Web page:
Friday, May 11, 2012


Dr. Fieldhouse and I
Although it hadn’t been long enough for the backs of my bare sweaty legs to stick to the green Naugahyde upholstery, those ten minutes spent sitting on the lime green benches that lined the pale yellow corridors of the Toshiba Hospital felt like an eternity. I couldn't understand why I wasn't being rushed to a physician's operating table posthaste. Could they not see I was a special case? When the nurse finally called my name, I clutched my chest tightly and carefully moved my fragile body to examination room one where the doctor was waiting to see me. 

The minute I laid eyes on the elderly gentleman in the white lab coat sitting behind the gray metal desk I managed to utter in a trembling whisper, “Doctor, I think I’m having a heart attack. I have a really terrible pain in my chest.” Realizing there was no time to waste, he went right to work, checking my pulse, listening to my heart, etc. I had come to the right place. 

He then preceded to ask a series of pertinent questions. First off was "How long have you been experiencing these symptoms." When I told him three months, he let out a huge guffaw which I thought was pretty uncaring considering I was experiencing perhaps the longest duration of cardiac arrest in the history of medicine. The insensitivity echoed throughout the hallway. 

After stifling his last chuckle, he asked why I hadn’t come in earlier. When I told him that I had trouble finding the place, he nodded his head up and down sympathetically. Behind that snickering Mr. Hide lurked a Dr. Jekyll after all. He went on to assure me that I probably wasn’t having a heart attack but ordered up a double EKG and an MRI (which didn’t result in a cardiac at the cashier counter either, as I feared, since most of the bill was picked up by Japan's national health care system). 

Both the EKG and MRI came back all clear but I continued to return to the internal medicine department of Toshiba Hospital at least once a week for the next three months in an attempt to get at the root of my ailment. I think I met with every specialist in the building and everyone of them had come up empty until I encountered the one they call Dr. Fieldhouse (well I just call him Fieldhouse, his name is really Kurata), the chief internist on the internal medicine ward. He took one look at me and set me straight right away without having to reach for his stethoscope or anything.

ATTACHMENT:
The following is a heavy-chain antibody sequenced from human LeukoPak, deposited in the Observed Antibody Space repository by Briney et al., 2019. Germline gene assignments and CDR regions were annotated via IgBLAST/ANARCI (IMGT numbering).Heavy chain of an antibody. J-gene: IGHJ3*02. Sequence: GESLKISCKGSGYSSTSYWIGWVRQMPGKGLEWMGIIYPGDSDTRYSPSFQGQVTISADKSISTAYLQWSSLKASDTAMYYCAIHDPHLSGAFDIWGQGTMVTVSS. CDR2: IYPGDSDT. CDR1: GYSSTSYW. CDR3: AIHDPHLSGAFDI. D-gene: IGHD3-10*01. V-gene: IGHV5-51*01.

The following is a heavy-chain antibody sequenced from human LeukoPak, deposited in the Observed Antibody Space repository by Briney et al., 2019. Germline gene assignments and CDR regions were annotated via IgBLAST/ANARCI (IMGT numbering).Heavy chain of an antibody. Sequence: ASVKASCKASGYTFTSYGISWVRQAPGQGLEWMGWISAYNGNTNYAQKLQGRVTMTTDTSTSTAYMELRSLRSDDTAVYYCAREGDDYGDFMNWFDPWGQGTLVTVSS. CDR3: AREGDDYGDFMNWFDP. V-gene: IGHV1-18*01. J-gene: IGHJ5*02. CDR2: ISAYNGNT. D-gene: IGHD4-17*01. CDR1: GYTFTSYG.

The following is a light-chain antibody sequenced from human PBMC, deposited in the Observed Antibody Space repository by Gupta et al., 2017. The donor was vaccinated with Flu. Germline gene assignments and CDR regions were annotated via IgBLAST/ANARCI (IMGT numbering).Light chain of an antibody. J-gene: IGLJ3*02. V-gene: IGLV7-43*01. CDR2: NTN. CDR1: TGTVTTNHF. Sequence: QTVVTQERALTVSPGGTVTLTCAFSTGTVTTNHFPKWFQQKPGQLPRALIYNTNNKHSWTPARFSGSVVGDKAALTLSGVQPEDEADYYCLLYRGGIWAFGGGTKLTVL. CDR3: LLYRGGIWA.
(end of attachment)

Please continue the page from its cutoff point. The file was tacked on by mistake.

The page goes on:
Staring me directly in the eye he says, “I can see what your problem is right away. It’s poor posture. Your head is leaning to the left. Try keeping it up and see if that doesn’t work.” That was it, examination over. The nurse showed me out, pointing the way to the cashier’s counter and I walked the length of the building's verdant valleys shaking my head in total disbelief. 

“Keep my head up!” What quackery!!! There was no way he could have been on the up and up. Still on the outside chance that he was on the level I gave it a try. Over the next week I walked around with my head tilted to the right and I felt like a complete idiot the entire time. I had been hoodwinked by the Japanese medical establishment and I was fuming mad about it. In fact I was so consumed with anger over the fact that I had been duped by this quack I totally forgot about the pain in my chest. That’s when I realized the pain wasn’t in my chest at all. Fieldhouse was right, it was really all in my head. 

Frames of Reference 

It can be difficult to keep your head on straight and that’s why I developed these glasses with a built-in level device that help you keep a level head.

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